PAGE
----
Spending money is fun. The thrill of buying something shiny and new is part of the human experience. But because spending is so fun, it can become a bad habit and impact your ability to save money and live within a budget. Here are 10 quick tips to help you stop overspending.
1. Recognize your spending weaknesses
Knowledge is power. Pay attention to your spending temptations and look back at your bank statements to see where you tend to overspend. When you understand that you have a weakness for a particular store or non-essential item, you can make goals and take steps to keep more of your money.
2. Make a budget
You’ve heard it a hundred times before, but living within a budget is the best way to ensure you don’t overspend. Instead of looking at your budget as limiting, set it up as a way to accomplish your savings and spending goals. Make a category for something you really want to buy and use your budget to save for it.
3. Pay attention to price anchoring
The concept of price anchoring involves making you guess how much something is really worth based on other prices. For example, if you go out to eat at a nice restaurant, you might think you’re getting a good deal on an appetizer that only costs $20 when the rest of the menu is so expensive. In reality, $20 is $20, and price anchoring subconsciously pushes you to spend money you wouldn’t otherwise spend.
4. Beware of social media
Social media is extremely good at making people play “keep up with the Joneses.” It’s a natural advertising platform that feeds big business products and services directly to your devices through content creators, influencers, and even your inner circle of friends. Distance yourself from social media if you need to. At the very least, check your impulses to spend just to keep up with others.
5. Pay attention to price per unit
As you shop at the grocery store, pay attention to the fine print. Underneath the actual price of the item, you may see a smaller per-unit or per-ounce price. This can help you know how much an item really costs. For example, you might spend less money on a smaller box of cereal, but you’re actually spending more per ounce and per serving.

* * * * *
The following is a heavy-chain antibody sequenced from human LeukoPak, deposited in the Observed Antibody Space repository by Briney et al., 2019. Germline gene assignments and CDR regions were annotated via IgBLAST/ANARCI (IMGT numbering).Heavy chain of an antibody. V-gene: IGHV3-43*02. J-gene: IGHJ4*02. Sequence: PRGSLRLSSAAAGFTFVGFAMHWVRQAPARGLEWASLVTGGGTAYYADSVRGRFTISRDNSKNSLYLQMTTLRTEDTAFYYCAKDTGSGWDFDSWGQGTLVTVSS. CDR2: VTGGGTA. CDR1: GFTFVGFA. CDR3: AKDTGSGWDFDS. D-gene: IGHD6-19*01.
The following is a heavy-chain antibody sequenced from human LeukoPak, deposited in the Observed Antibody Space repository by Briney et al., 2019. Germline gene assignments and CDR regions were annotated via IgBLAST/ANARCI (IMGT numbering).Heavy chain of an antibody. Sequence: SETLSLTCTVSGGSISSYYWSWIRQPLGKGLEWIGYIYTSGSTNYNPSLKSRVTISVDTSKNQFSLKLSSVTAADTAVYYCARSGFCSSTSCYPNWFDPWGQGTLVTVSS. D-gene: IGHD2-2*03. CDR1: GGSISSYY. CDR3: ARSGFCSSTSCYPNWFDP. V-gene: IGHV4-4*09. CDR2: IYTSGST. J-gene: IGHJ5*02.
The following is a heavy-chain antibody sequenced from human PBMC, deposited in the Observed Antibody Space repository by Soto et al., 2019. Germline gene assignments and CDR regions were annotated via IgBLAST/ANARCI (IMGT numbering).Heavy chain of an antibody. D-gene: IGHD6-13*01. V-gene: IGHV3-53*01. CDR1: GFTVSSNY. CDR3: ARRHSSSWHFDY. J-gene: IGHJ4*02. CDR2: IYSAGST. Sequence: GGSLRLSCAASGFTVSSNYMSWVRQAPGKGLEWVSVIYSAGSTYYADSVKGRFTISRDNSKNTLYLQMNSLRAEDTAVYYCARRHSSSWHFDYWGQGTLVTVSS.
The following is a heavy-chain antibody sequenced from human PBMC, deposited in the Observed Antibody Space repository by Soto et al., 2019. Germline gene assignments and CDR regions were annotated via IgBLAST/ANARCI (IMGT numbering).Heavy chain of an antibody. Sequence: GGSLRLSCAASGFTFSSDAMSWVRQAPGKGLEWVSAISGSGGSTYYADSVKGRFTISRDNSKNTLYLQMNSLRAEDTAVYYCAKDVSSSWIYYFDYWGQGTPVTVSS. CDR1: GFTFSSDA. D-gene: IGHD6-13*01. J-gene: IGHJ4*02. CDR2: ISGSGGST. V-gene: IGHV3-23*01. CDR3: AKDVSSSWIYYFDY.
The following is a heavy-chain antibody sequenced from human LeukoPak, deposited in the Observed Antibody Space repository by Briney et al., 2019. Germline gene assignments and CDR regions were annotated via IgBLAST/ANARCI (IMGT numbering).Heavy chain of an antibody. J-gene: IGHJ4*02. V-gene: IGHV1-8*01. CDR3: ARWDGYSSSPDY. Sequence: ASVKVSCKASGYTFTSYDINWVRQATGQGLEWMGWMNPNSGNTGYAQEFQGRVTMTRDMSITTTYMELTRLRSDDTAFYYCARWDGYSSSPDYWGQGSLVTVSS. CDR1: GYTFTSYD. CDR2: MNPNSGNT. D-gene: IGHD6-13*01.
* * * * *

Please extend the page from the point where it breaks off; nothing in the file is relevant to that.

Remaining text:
6. Stop eating out
In today’s on-the-go world, nearly everyone overspends on eating. In fact, one of the surest ways to save money is by eating at home as often as possible. It takes discipline, but there’s a reason that restaurants stay in business—they markup the actual cost of food by a significant amount. And that means you’re overspending every time you eat out.
7. Pay attention to your moods
Mood spending is a very real thing. Pay attention to your emotions and which moods tend to trigger spending. Do you like to buy food when you’re hungry (who doesn’t?)? Then try to plan trips to the grocery store on a full stomach. Similarly, pay attention to when you’re most energetic, most stressed, and most tired. These times can lead to impulse buying and overspending.
8. See through the “sale”
You should absolutely try to find the best prices possible on everything you have listed in your budget. You should not buy something just because it’s on sale. Sales can be alluring. They push you to spend money you might have otherwise kept for yourself. Think of it like this: if you get 20% off an item you wouldn’t have otherwise purchased, you’re really just paying 80% more for something you don’t need.
9. Pay off your debts
You might not think of making debt payments as overspending, but the sooner you pay down your debts, the less money you have to spend on interest in the long run. When you have the choice between spending more or less on interest, the concept of overspending becomes clearer.
10. Be grateful for what you have
When you are content with and grateful for what you have, you’re less likely to overspend. Spend time appreciating what you do have instead of looking online or at stores for what you don’t. It’s a practice that’s perfected over time, but one that can help you stop overspending.
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